Mildred Hayes seethes with rage when she storms in to an advertising agency in her backwater hometown and demands to know how much it will cost to put a message up on three dilapidated billboards situated on an under-utilized stretch of road near her house. Her rage is perfectly understandable. Months have gone by since the brutal rape and murder of her teenage daughter, and, in the hands of the local police department, the case seems to be going nowhere.
There's an unceasing, violent intensity to Mildred, played by the great Frances McDormand, to which no one - not even the person she's trying to purchase advertising from - seems immune. It does not boil over in this case, but the threat looms ever-present - there on the surface even if it's not always expressed to its fullest extension.
As McDormand steams, the camera is trained for just a moment on a windowsill in the office where an insect writhes in futility, stuck on its back and unable to flip over. You fully expect McDormand, positioned by the window, to crush the struggling bug. It'd fit with her demeanor. Instead, she gently flips it over.
So is the tone set for Three Billboards Outside Ebbing, Missouri, a film that cuts the raw anger of its principal characters with small, unexpected kindnesses, and in so doing becomes a gem. Writer and director Martin McDonagh couldn't have known how well this would sum up America's 2017, and what it might need to move beyond it, as he was crafting this story. Indeed, it seems unlikely he set out to do anything of the sort.
But perhaps it takes an outsider (McDonagh is Irish) to diagnose what collectively ails us and prescribe a suitable remedy. Three Billboards - whether intentionally or by happenstance - seems to capture perfectly the almost unending awfulness of recent months, to understand what's up in our imperfect Union.
Almost everyone in Ebbing seems to carry around their own darkness. Chief Willoughby (Woody Harrelson) - the head of the police department called out by name on Mildred's billboards - grapples, mostly privately, with his grief and his own mortality. One of Willoughby's deputies, Dixon, a dimwit ridiculed by seemingly everyone in town (often justifiably), struggles with his own rage, expressed most often with vicious violence. Dixon is played brilliantly by Sam Rockwell, and though there is no obvious source of his anger, as there is with Mildred's, you come to understand it nearly as well. He is mocked ceaselessly - for being unqualified for his job, for living with his gruff mother, for being an unintelligent goon. These are all fair criticisms of Dixon, but they come with cruelty and without any compassion for the man. As McDonagh slowly reveals, Dixon - flaws and all - has much good to him as well.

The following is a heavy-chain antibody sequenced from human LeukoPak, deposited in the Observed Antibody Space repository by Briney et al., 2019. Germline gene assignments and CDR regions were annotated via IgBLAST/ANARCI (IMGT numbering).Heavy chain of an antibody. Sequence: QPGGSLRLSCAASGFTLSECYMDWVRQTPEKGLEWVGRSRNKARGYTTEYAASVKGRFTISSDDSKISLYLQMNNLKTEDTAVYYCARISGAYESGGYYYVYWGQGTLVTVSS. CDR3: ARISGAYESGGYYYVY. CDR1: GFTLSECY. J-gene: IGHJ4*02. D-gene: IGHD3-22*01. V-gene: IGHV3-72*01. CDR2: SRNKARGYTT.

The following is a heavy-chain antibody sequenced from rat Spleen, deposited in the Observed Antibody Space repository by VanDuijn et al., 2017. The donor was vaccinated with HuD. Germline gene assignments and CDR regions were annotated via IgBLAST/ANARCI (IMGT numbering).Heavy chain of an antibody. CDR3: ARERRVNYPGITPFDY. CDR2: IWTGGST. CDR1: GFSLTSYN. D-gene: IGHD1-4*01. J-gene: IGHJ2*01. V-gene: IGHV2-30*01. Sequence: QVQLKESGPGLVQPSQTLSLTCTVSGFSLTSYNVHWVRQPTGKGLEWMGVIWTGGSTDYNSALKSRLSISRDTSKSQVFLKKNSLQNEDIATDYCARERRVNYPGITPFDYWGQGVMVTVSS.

Many of the supporting characters, from Mildred's son Robbie (Lucas Hedges) and ex-husband Charlie (John Hawkes) to Willoughby's wife Anne (Abby Cornish) to a townie, James (Peter Dinklage), caught up innocently in all of this, seem defined by their anger as well. And yet it is the kindnesses - from one character to another to another - that define this film. It is those moments, as much as it is McDonagh's now-trademark blackest-of-black comedy that keeps Three Billboards from being suffocating, and, in turn, almost makes it uplifting.
It is Willoughby's parting charity to Mildred. It is one of the men Dixon has beaten offering him orange juice when he ends up in the hospital bed beside him. It is a bottle of wine given to two people who don't deserve it. It is a husband sparing his wife, a moment of peace with a wild animal that has snuck closer to humans than it should, and a deposed officer of the law delivering a day of hope that justice will finally be done.
Three Billboards Outside Ebbing, Missouri has much of what we've come to expect from McDonagh - a caustic wit and sudden, stunning instances of violence. But it is at its best - it is a real treasure - when it plays against type and delivers modest but indelible moments of humanity against a backdrop of unspeakable tragedy.